A few days ago, I was in Athens to see my all-time favorite musician, Matthew Sweet, perform at the legendary 40 Watt Club. On my way to the venue, however, I spotted a gaggle of quite homeless-looking youngsters holding up signs at the entranceway of the University of Georgia. Since it was fairly dark, I couldn’t read all of their signs, but I did catch the scrawling on one of them: “Unions, the people that brought you the weekend.” They all shuffled about, and most of them looked, well, pretty depressed.
Apparently, Occupy Athens was anything but a rousing success.
You know, I’ve been waiting for a counter-movement to the Tea Party for quite some time. Like the initial Tea Party Movement, this whole Occupy (insert city/street/state/country/whatever) Movement is pretty captivating stuff: watching all of the protestors amble about, picketing those huge barons of Wall Street and getting beaten with truncheons—it’s pretty hard to resist the visual we’re seeing on TV, the Internet and if we’re lucky, on our very avenues and walkways.
That said, you could have just as easily said the same thing about the Tea Party Movement. Whether or not you were in favor of said movement was totally irrelevant, as seeing the waves of people, holding up teabags and signs that called President Obama some probably offensive names was absolutely mesmerizing. But like all movements that are hot air and little else, the Tea Party soon became a parody of itself, this thing that was more of an eyesore and a feeble call for attention than anything that even remotely resembled an important social or political movement.
There are a lot of parallels between the Tea Partiers and the Occupiers. For one, both enclaves are trying to pin the blame for our nations’ economic woes on single institutions: for one side, it’s the government, and for the other, it’s big business. Both movements are also based upon the illusion of being grassroots campaigns despite being bankrolled by organizations that are heavily anchored around political ideologies. And then, there are the protests.
Is there really a difference between watching a bunch of 50-year-olds that have no idea what they’re talking about and watching a bunch of 20-year-olds that have no idea what they’re talking about clutter the street ways of America? As much as both movements are about apparent social and political beliefs, you could say that the two movements are even more heavily divided according to age than what side of the aisle they vote for. If you really want to get down to the nitty-gritty here, the only difference between a Tea Party protest and an Occupier protest is that the former smells like denture cream while the other smells like acne wash.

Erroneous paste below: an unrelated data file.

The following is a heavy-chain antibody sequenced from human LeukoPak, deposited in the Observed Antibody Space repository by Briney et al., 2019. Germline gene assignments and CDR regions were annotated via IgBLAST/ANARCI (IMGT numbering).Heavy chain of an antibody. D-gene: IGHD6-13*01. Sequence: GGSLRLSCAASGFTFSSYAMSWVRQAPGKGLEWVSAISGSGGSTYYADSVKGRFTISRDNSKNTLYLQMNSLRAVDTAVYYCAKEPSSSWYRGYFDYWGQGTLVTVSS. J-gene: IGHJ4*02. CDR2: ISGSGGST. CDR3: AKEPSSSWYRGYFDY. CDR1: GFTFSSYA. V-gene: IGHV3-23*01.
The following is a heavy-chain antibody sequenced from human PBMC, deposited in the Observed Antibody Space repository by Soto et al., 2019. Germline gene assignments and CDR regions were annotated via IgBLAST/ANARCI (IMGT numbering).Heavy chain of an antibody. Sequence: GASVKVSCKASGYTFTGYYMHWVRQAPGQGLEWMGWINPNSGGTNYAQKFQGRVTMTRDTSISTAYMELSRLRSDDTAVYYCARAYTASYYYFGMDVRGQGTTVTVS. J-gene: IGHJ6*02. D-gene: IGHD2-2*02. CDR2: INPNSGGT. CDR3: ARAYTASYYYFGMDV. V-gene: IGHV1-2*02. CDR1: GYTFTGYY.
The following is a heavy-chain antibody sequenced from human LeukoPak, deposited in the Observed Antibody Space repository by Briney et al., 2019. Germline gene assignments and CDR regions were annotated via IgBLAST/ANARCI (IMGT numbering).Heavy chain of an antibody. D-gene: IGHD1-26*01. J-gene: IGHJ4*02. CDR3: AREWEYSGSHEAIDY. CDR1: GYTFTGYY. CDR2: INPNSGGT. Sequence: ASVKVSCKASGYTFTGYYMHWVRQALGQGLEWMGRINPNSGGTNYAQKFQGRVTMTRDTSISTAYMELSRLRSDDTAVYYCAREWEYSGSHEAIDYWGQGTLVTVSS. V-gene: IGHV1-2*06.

Yeah, the Occupy Wall Street Movement looks really impressive now, but we all know how these sorts of things typically turn out. Maybe the kids will pull a page from the Tea Party platform and begin endorsing their own hand-picked crop of politicians to represent them in D.C., only to end up casting a ballot for the exact same party they voted for 10 years ago.
By and large, I’m against all organizations that are dependent on protests, as they tend to promote an ideology based not on the merits of what that ideology is, but merely the visual power of seeing so many people apparently in favor of such an idea. When you watch Tea Partiers or Occupiers protest, the main thing you walk away with is not what the organizations supposedly believe in, but simply the fact that a lot of people are in their ranks. That’s probably for the best, however, since neither movement seems to have much of a consistent philosophy to talk about.
Of course, I’m not saying that just because a bunch of people protest in support of a cause, that it's automatically illogical or unreasonable. It’s just a really, really poor medium to get complicated ideas across. If anybody can sum up something supposedly worth fighting for on a single poster board, it’s pretty likely that the individual there has no idea what he or she is actually fighting for.
And so, I guess I’ll keep on doing what most of us are doing, and that’s watching the civil unrest unfurl on our computer monitors and TV screens. It really doesn’t mean anything, but it makes for economical entertainment—the only tragedy here being that neither the Tea Partiers nor the Occupiers realize that they are the punch lines themselves.